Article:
We did this “state of the organization” thing earlier in the winter as well, but it seems to be worth doing again now that the offseason is coming to a close and spring training is right around the corner. We’ll take some time the next few days to go position-by-position through the Yankees system, looking at where the team stands as it heads into camp. Let’s start behind the plate.
Top of the depth chart: Brian McCann
Backup options: Francisco Cervelli, Austin Romine, J.R. Murphy
Also coming to camp: Gary Sanchez, Francisco Arcia, Jose Gil, Peter O’Brien
Deeper in the system: Luis Torrens, Isaias Tejeda
By signing Brian McCann to a five-year deal — with an option for a sixth — the Yankees solidified a position that caused intense frustration last season. The Yankees liked Chris Stewart behind the plate, but he wasn’t nearly the offensive catcher this franchise had grown accustomed to, and Austin Romine got off to such a slow start in his first extended look in the big leagues that he never took advantage of what should have been a wide-open opportunity. Now the Yankees have McCann, one of the game’s best offensive catchers, and a guy who seemed to take on a significant leadership role during his time in Atlanta. The position is his for the foreseeable future, but the Yankees still have a handful of promising young catchers who could be big league ready in the next few years.
Lingering question: Who’s McCann’s backup?
Based on his experience, I suppose Francisco Cervelli has to be the favorite to become the Yankees No. 2 catcher. Before last season’s hand injury, Cervelli was actually putting together a wildly impressive season both at the plate and behind it. That said, he does the Biogenesis suspension hanging over him, and Romine was beginning to emerge by the end of last season.
Worth watching this spring: J.R. Murphy
For now, Murphy seems like a long shot to break camp on the big league roster — probably heading to Triple-A to play every day and build off last year’s strides — but Murphy also seems to have a higher ceiling than either Cervelli or Romine. Of all the guys who have routinely shown up on this winter’s organizational top 10 prospect rankings, Murphy’s the one who’s almost certainly ticketed for Triple-A. You could certainly make the case that he’s the most advanced true prospect in the system. The Yankees were thrilled with his improvement’s last season, now he has a chance to really make a statement about just how good he could be.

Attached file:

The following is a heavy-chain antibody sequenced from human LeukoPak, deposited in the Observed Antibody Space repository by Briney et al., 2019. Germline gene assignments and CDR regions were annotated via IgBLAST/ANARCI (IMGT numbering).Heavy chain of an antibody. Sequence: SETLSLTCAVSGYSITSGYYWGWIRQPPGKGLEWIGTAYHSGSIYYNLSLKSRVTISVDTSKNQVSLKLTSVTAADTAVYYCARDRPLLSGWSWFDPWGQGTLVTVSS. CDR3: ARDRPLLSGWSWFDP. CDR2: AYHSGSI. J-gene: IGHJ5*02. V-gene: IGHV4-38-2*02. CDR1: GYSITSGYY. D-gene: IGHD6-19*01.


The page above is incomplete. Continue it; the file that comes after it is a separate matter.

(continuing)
Best-case scenario: McCann becomes a Hall of Famer
The best-case scenario is really, really good. At just 29 years old, McCann already has 176 home runs as a catcher. He’s a seven-time All-Star, a five-time Silver Slugger, and now he’s moving into a ballpark that should play to his strengths. If things work out extremely well, the Yankees will have a middle-of-the-order run producer for the next half decade, making Sanchez either a potent DH or a valuable trade chips if lives up to his offensive potential.
Worst-case scenario: Backups in the lineup (again)
In this ballpark, given his offensive track record, it’s hard to imagine McCann being a total disappointment with the Yankees. Even if he’s not an all-world hitter, he should be reasonably productive. Instead, the nightmare situation involves McCann’s health. He played in only 102 games last year, and he’s had more than 500 at-bats in a season only twice (never more than 509). He had a strained adductor late last year, had shoulder surgery at the end of the 2012 season, and a strained oblique in 2011. Nothing overwhelming, but enough to make health at least a mild concern.
Keep an eye on this year: Peter O’Brien
Of course everyone is going to watch Gary Sanchez, if only because there’s nearly universal agreement that he’s the top prospect in the system. There are still plenty who doubt his ability to stick behind the plate, but there’s a lot of potential there. That said, O’Brien is coming off a breakout year in which he destroyed Low-A pitching, and continued to slug quite a bit in High-A. The Yankees have given O’Brien quite a bit of time at third base, but they say he’s still considered a catcher. It’s worth monitoring whether O’Brien stays the behind the plate (and whether he keeps hitting against upper-level pitchers).
Associated Press photos